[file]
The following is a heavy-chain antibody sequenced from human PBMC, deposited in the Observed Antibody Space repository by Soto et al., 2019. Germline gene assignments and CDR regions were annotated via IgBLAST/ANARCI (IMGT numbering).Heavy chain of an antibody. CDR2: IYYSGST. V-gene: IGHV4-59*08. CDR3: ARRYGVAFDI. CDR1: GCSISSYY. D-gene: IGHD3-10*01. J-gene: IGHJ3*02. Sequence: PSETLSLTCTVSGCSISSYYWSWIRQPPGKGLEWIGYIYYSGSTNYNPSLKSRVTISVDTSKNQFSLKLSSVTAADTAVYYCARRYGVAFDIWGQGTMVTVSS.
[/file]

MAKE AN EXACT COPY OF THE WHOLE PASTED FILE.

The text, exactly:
The following is a heavy-chain antibody sequenced from human PBMC, deposited in the Observed Antibody Space repository by Soto et al., 2019. Germline gene assignments and CDR regions were annotated via IgBLAST/ANARCI (IMGT numbering).Heavy chain of an antibody. CDR2: IYYSGST. V-gene: IGHV4-59*08. CDR3: ARRYGVAFDI. CDR1: GCSISSYY. D-gene: IGHD3-10*01. J-gene: IGHJ3*02. Sequence: PSETLSLTCTVSGCSISSYYWSWIRQPPGKGLEWIGYIYYSGSTNYNPSLKSRVTISVDTSKNQFSLKLSSVTAADTAVYYCARRYGVAFDIWGQGTMVTVSS.